At Purdue, Compliments Are Complimentary Two sophomores at Purdue University stand outside on Wednesday afternoons and shout compliments at people to boost their day. They say it's fun and they consider it a public service.
NPR logo

At Purdue, Compliments Are Complimentary

  • Download
  • <iframe src="https://www.npr.org/player/embed/102128212/102184244" width="100%" height="290" frameborder="0" scrolling="no" title="NPR embedded audio player">
  • Transcript
At Purdue, Compliments Are Complimentary

At Purdue, Compliments Are Complimentary

  • Download
  • <iframe src="https://www.npr.org/player/embed/102128212/102184244" width="100%" height="290" frameborder="0" scrolling="no" title="NPR embedded audio player">
  • Transcript

MELISSA BLOCK, host:

Everyone loves a good compliment, right?

Mr. CAMERON BROWN: You've got great curly hair.

Mr. BRETT WESTCOTT: And I like your sweat pants.

Mr. BROWN: I love your curly hair.

Mr. WESTCOTT: Are those sweatpants, or are they jeans?

Mr. BROWN: They're corduroy.

Mr. WESTCOTT: Those are nice.

BLOCK: For the past few months, two sophomores at Purdue University have been dishing out compliments like those, and doing it with gusto. From member station WBAA in West Lafayette, Indiana, Ariel Van Cleave reports.

(Soundbite of bells)

ARIEL VAN CLEAVE: I'm standing here in front of the Wetherill Laboratory of Chemistry at Purdue University, and there are these two guys shouting at people.

Mr. WESTCOTT: I like those shoes, those are spiffy shoes.

VAN CLEAVE: That's Brett Westcott.

Mr. BROWN: I like your sweatpants.

VAN CLEAVE: And that one there, well, he's Cameron Brown. They stand here for two hours every Wednesday afternoon shouting compliments.

Mr. BROWN: I like your headphones. Don't hide it.

Mr. WESTCOTT: I like your smile. Don't hide that smile.

Mr. BROWN: Show those teeth.

Mr. WESTCOTT: You smile.

Mr. BROWN: Black hair, I like it. Very nice.

VAN CLEAVE: Reactions like Rachel Taylor's are usually what the guys get.

Ms. RACHEL TAYLOR: These guys brighten my day every Wednesday. They're so much fun.

VAN CLEAVE: Richard Severe(ph) says he also gets caught up in the spirit of the thing.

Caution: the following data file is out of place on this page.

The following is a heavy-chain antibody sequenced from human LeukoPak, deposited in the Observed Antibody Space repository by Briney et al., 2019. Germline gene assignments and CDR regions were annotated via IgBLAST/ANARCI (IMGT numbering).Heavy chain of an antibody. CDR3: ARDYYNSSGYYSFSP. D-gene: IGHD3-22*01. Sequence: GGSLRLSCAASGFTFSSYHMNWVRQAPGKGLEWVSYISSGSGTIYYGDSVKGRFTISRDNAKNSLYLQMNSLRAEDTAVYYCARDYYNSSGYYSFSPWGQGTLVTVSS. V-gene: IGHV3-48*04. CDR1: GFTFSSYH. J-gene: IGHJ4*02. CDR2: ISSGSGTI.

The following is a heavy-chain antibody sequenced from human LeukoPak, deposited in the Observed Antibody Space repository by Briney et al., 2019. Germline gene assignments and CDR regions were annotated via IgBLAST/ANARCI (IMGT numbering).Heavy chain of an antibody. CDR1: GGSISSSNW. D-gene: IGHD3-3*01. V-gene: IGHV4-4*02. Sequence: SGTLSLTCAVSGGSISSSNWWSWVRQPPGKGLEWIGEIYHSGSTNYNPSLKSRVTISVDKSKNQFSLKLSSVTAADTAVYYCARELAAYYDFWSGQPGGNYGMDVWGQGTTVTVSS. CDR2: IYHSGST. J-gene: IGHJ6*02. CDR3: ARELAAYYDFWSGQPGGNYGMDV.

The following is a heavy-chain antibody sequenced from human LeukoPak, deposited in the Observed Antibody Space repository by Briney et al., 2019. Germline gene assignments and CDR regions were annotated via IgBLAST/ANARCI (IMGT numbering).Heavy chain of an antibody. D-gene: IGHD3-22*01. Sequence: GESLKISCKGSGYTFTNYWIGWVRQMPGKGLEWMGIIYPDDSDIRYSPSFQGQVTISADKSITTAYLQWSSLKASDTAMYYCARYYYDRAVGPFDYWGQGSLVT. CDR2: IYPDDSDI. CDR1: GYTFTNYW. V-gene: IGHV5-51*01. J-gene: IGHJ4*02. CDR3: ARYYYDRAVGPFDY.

Mr. RICHARD SEVERE: I try to throw, you know, some compliments back to just acknowledge the fact that, you know, they're giving me one so I'll give them one back.

VAN CLEAVE: But that isn't always the case.

Mr. WESTCOTT: We definitely have people give us gestures, the middle finger, they use profanity directed toward us.

VAN CLEAVE: But Brett Westcott says most people like it. He came up with the idea last semester.

Mr. WESTCOTT: It's never a burden, ever. Like, I wake up on Wednesdays with the most energy.

VAN CLEAVE: And he got Cameron in on it.

Mr. BROWN: Days when it's raining, and days when it's absolutely frigid out, and people are like, man, thank you for coming out here. We're not necessarily enjoying our time in the cold, we're enjoying the responses we get and the interaction we receive with people.

VAN CLEAVE: They admit sometimes it's hard to keep all their compliments straight from week to week.

Mr. WESTCOTT: Sometimes we forget and compliment the same person on the same thing, and then they're like, you complimented me on that like the past two weeks. But that's just because they've got a great attribute that it's hard not to.

VAN CLEAVE: The guys are hoping for copycats to pop up around on other college campuses.

Mr. WESTCOTT: We'd love to spread it. That's what we're, that's our goal, really, is to spread inbred random acts of kindness and compliments.

VAN CLEAVE: Westcott and Brown don't plan to stop with the compliments any time soon. And by the way, those shoes look amazing.

For NPR news, I'm Ariel Van Cleave in West Lafayette, Indiana.

Copyright © 2009 NPR. All rights reserved. Visit our website terms of use and permissions pages at www.npr.org for further information.

NPR transcripts are created on a rush deadline by Verb8tm, Inc., an NPR contractor, and produced using a proprietary transcription process developed with NPR. This text may not be in its final form and may be updated or revised in the future. Accuracy and availability may vary. The authoritative record of NPR’s programming is the audio record.